LESTRANGE Galleries current exhibition is its annual group show. In its sixth consecutive year, it has become a highly anticipated event on the Canterbury art calendar. Rarely does such a saturation of talent and artistic prestige come together in one show outside of a major city centre. Many of the artists features have produced multiple works now housed in the permanent collections of public galleries. LEstrange puts it well when he describes some of them 'These are the guys we used to read about in art books at school'.
Alan Pearson's subjective abstractions, forms described in large confident brush strokes. There are works by Ewan McDougall with their garishly painted but playful figures. Strangely animated, they seem to dance across the canvas. The politically charged paintings of Nigel Brown are sure to spark up many a discussion.
The Jeffrey Harris pictures of hollow-eyed faces, drawn and painted devoid of colour in black media against a raw white paper background lend a sombre, almost haunting mood to the space they occupy.
The sculptural wooden works of Roger Hickson evoke a familiar yet elusive nostalgia via a sense of place - of a specific location - known only to each individual viewer. While the locations depicted n Hamish Allen's paintings draw us back through our own memories to scenes bathed in the bright glow of the New Zealand sun, labour intensive brush work producing naturalistic forms of excruciating beauty.
Prints by Tony DeLautour cause the viewer to move ever closer to them, their intricate details demanding to be read and scrutinised, rather than merely looked at.Close
Shipping containers acting as quake barriers are being transformed into an open-air art gallery.
The wall of shipping containers was an excellent exhibition space for artists, said L'Estrange. "This is very much about the community turning a negative into a positive," he said. "It is a fantastic platform for artists to show their work when the galleries are closed. The containers are a real symbol of the period after the earthquake."They have changed the urban landscape. They are so ugly and will be around for up to five years, so we wanted to create something special that people will travel to see. Sumner has been hit really hard."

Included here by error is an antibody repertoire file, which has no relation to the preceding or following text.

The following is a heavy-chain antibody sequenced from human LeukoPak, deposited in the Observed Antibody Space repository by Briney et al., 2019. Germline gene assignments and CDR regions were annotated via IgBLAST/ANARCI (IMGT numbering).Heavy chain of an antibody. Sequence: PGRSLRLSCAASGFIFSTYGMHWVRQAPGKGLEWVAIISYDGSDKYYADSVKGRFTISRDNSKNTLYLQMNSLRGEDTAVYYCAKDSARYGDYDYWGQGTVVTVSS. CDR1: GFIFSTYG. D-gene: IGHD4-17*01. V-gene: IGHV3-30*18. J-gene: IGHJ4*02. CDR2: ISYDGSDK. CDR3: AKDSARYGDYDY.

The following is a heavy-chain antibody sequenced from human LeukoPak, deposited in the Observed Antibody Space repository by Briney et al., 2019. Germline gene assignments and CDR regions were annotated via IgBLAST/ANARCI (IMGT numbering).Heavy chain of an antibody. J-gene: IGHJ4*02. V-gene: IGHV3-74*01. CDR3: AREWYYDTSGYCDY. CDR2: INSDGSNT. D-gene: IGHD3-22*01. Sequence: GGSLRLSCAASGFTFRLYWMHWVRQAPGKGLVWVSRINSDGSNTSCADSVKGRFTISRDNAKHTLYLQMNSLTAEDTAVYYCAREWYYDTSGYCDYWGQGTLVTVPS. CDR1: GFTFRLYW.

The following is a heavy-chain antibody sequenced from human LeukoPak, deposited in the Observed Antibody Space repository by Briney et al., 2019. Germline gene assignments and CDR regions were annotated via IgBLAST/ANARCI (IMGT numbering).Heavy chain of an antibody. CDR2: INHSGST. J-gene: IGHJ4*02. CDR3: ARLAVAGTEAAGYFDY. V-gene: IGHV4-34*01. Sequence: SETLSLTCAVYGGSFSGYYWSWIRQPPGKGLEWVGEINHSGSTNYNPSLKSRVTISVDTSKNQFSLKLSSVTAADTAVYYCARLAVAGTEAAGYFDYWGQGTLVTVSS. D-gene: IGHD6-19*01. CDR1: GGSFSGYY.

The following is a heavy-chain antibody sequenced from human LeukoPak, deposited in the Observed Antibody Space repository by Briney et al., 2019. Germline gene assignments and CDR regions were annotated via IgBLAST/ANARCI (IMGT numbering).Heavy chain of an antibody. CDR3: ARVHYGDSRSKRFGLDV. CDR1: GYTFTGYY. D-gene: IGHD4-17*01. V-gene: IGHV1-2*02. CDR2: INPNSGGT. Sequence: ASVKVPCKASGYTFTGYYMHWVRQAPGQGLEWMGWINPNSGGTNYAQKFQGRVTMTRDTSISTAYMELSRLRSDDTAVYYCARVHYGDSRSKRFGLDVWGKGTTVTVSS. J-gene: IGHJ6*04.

To put in context: Sumner has long been loved by Christchurch residents and visitors alike - it has a seaside village feel that is quite delightful. One of the reasons it’s hung onto its village atmosphere is the fact that it's removed from the city a little with just one road for access. The Canterbury quakes shook the cliffs up quite a bit and while extensive geo-tech work has been undertaken to remove any potentially dangerous rocks, as an additional precaution shipping containers have been placed below the cliffs beside the road as a safety buffer from any rebel rocks falling.Close
Hamish Allan's solo show Decipher asked the visitor to identify, interpret and find meaning in the "visual signals" included in the works.
Allan's vast landscapes, in which anything could appear, invoke a memory of Salvador Dali and his fellow surrealists - without quite trnscending into the true dreamlike weirdness that typified a Dali painting.
Allan's work also includes frequent Kiwiana references - from the buzzy bee to native flora and fauna, there is no doubt of the artists origins when looking at his paintings.Close